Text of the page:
By Adam Bernstein
Washington Post Staff Writer
Tuesday, November 8, 2005
John Fowles, 79, the best-selling author of such erotic and enigmatic novels as "The Collector" and "The French Lieutenant's Woman," died Nov. 5 at his home in Lyme Regis, on England's southwest coast. He had a stroke several years ago and suffered from heart problems.
Mr. Fowles's books were richly ambitious in scope, style and structure. His chief theme, individual freedom, was laced into novels of tantalizing depth that he filled with passages of sex, longing and historical accuracy.
An obscure and impoverished English teacher, he became financially independent with his first published book, "The Collector" (1963), about a wealthy psychopath who kidnaps a young woman. He fumed at those who saw the book as principally a sex-tinged suspense yarn, insisting: "It's symbolic, it's an allegory. . . . I'm trying to show that our world is sick."
With each passing book, he became more comfortable with ambiguity in his endings, a characteristic found in "The Magus" (1966), a novel of psychological gamesmanship, and "The French Lieutenant's Woman" (1969), a Victorian romance that also satirizes the literary style of that era with an omniscient modern-day commentator who occasionally intrudes.
The link between creativity and sexuality was also a preoccupation, evident in his published journals that depict Olympian-grade lust as well as novels such as "Mantissa" (1982), which features an amnesiac writer whose therapist -- and muse -- offers a sexual cure for his problem.
"I think the drive to write fiction is mainly a Freudian one," he once told a reporter. "Male novelists, anyway, are really all chasing a kind of lost figure -- they're haunted by the idea of the unattainable female and, of course, the prime unattainable female is always the mother."
John Robert Fowles was born March 31, 1926, in Leigh-on-Sea, Essex, in eastern England.
His father was a tobacconist, whom he called "moody and overbearing." He said his mother was "very gentle, and I feel the more creative side of me comes from her, just as my emotions come from my father."
At the elite Bedford School in London, he became "head boy" because of his academic and athletic standing and largely conformed to the power structure he came to loathe. "I was chief of a Gestapo-like network of prefects," he later said. "By the age of 18, I had had dominion over 600 boys, and learnt all about power, hierarchy and the manipulation of law."
After compulsory service in the Royal Marines, he studied at Oxford University and was captivated by such French existentialist writers as Jean-Paul Sartre and Albert Camus. After his graduation in 1950, he taught English at a boys' school on the Greek island of Spetsai and a girls' school in London.
He described having an active fantasy life that he eventually channeled into fiction. He once said that "teaching is a good profession for a writer, because it gives him a sharp sense of futility. I am sure this is a principal drive in all artists: the effort not to waste what one is."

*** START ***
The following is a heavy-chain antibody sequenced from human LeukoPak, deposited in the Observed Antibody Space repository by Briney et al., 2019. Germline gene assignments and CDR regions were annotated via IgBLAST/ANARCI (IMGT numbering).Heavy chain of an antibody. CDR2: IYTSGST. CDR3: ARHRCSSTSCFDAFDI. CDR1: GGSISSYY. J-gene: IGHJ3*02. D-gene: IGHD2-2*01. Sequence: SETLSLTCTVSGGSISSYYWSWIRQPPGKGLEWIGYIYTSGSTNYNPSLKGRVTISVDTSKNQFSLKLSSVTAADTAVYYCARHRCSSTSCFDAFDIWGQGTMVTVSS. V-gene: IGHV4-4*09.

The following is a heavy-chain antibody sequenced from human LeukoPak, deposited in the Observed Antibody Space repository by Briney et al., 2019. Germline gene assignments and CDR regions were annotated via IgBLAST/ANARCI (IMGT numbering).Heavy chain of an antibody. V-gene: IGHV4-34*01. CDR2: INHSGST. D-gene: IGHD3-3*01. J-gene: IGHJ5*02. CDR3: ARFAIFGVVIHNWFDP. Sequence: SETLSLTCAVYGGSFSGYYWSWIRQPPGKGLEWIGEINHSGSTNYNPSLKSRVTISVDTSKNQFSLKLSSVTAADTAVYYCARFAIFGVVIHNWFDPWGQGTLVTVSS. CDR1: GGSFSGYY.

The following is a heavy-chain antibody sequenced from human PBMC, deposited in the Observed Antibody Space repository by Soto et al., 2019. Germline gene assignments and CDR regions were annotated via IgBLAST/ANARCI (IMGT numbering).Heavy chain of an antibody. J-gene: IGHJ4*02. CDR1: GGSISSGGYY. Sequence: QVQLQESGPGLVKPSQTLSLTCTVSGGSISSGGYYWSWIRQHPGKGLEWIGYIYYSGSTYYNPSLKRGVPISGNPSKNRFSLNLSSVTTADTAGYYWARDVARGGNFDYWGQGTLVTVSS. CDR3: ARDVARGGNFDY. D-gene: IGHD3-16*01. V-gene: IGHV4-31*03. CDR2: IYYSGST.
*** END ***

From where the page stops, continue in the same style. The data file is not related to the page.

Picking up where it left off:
He wrote a dozen books -- including what he called in retrospect a "perfectly wretched" book of travel pieces on Greece -- before "The Collector" was published.
The novel concerned an impotent clerk, Frederick Clegg, who comes into a fortune, moves to a secluded estate and kidnaps his long-held desire, an art student named Miranda Grey. After jailing her in a secret chamber, he tries to win her love, and she tries to win her freedom within limits he sets.
He intended the book as a statement on material excess and the contempt he saw among the wealthy for the less fortunate.
His next book was "Aristos: A Self-Portrait in Ideas" (1964), in which he analyzed modern life. His inspiration was the 17th-century French scientist Blaise Pascal, whose collected philosophical musings were published as "Pensees."
He followed with "The Magus," a story set on a Greek island about a schoolteacher who comes under the sway of a sorcerer. He called it "a fable about the relationship between man and his conception of God." But critics dismissed it as pretentious, and Mr. Fowles largely agreed.
"The French Lieutenant's Woman" was hailed as Mr. Fowles's masterpiece, and he called the 1981 film version, with Meryl Streep and Jeremy Irons, the best of the filmed adaptations of his works.
Over the years, he turned out collections of short stories and essays; text to accompany books of photographs; and several more novels, including "Daniel Martin" (1977), about a failed British playwright working as a Hollywood screenwriter, and "A Maggot" (1985), a detective tale involving mysterious travelers set in 18th-century England.
Mr. Fowles largely shunned social events and spent his spare time studying gardening and working as curator and archivist of his town's museum, where he took great delight in answering letters he regarded as pompous.
"I used to get very, very sick of letters from people asking me to trace a great-great-great grandfather related to some baronet. Just clawing at social status," he once said. "It was my chief joy to write back and say he was an ostler [a stablekeeper] at the local pub and a well-known drunk."
His first wife, Elizabeth Whitton Fowles, died in 1990.
Survivors include his second wife, Sarah Smith Fowles, whom he married in 1998.